The culturing is continued until the amount of tocopherols produced reaches the maximum, for example, for 3 to 40 days, preferably 10 to 20 days.

Tocopherols produced in cultured cells may be recovered and purified according to a conventional method. For example, tocopherols are extracted from the cells by an appropriate solvent which can dissolve tocopherols, such as n-hexane, or a mixture of chloroform and methanol. The extract is then separated from the callus, and an aqueous phase, if present. Subsequently, tocopherols are separated from the solvent and purified according to a conventional method, such as adsorption chromatography, molecular distillation, and the like.

The present invention will now be illustrated by, but is by no means limited to, the following examples.

EXAMPLE 1 (1) Culturing

Buds of Carthamus tinctorius were sterilized by treatment with 70% ethanol for 5 minutes and a 10% solution of bleaching powder (insoluble portion removed by filtration) for 5 to 10 minutes. The outer covers were removed from the sterilized buds, and immature petals were obtained. The petals were cut into little pieces which were then washed with sterilized water. The washed pieces were then placed on the Murashige & Skoog's basal agar medium (abbreviated as DK medium) in a 100 ml Erlenmeyer flask for callus formation. The flask was then left in a dark environment at a temperature of 26° C. for three weeks. The pieces of petal callused at a rate of about 95%. The callus was maintained by subculture of three-week interval.

The composition of the DK medium is set forth in Table 1.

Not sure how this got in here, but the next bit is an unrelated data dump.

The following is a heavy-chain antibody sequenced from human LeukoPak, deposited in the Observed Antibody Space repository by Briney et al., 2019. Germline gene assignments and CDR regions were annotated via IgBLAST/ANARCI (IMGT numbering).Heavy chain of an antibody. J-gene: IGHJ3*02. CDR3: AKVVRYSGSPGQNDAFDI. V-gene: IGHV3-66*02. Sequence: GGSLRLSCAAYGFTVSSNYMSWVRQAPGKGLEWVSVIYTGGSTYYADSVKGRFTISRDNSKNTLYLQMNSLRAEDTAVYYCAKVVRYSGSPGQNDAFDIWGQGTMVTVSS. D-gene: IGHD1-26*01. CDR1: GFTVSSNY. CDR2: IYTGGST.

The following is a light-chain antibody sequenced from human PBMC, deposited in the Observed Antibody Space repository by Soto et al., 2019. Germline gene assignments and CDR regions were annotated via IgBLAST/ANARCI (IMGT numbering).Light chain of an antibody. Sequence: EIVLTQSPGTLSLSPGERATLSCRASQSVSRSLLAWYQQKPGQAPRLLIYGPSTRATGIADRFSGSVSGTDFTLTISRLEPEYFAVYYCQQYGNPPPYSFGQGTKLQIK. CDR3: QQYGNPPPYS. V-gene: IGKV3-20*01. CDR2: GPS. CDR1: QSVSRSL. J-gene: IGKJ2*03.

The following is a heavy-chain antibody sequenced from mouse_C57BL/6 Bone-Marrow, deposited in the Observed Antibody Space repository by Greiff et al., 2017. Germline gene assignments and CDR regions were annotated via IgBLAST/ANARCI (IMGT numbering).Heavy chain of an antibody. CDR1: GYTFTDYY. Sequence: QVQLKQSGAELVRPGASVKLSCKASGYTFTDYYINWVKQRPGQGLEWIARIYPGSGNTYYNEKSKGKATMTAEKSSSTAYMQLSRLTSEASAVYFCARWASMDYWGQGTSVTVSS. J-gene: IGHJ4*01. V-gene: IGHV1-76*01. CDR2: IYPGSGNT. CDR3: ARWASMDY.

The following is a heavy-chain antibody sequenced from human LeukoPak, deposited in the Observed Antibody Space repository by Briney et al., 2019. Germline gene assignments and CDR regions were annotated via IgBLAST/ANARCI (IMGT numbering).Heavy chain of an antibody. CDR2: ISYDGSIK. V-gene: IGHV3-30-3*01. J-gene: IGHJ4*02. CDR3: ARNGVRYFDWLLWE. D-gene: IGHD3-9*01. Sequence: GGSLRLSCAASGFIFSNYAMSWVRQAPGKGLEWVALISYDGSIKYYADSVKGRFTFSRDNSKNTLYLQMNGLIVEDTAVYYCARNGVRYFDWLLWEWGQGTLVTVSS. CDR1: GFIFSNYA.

TABLE 1______________________________________Composition of DK medium(mg/l)______________________________________(inorganic component)NH4 NO3      1650       KNO3   1900CaCl2.2H2 O      440        MgSO4.7H2 O                              370KH2 PO4      170        FeSO4.7H2 O                             27.8Na2 --EDTA      37.3       MnSO4.4H2 O                             22.3ZnSO4.4H2 O      8.6        CoCl2.6H2 O                             0.025CuSO4.5H2 O      0.025      Na2 MoO4.2H2 O                             0.25KI         0.85       H3 BO3                             6.2(organic component)Nicotinic acid   0.5     Pyridoxine HCl                                 0.5Thiamine HCl     0.1     myo-Inositol 100Kinetin          0.12,4-Dichlorophenoxyacetic acid        1.0______________________________________

The ingredients set forth in Table 1 were dissolved in purified water, and the solution was adjusted to pH 5.6 to 5.7 by adding 5% of potassium hydroxide solution, and then added with 3% sucrose, and optionally, 0.9% agar for a solid medium. 40 ml of the medium was then placed in a 100 ml Erlenmeyer flask.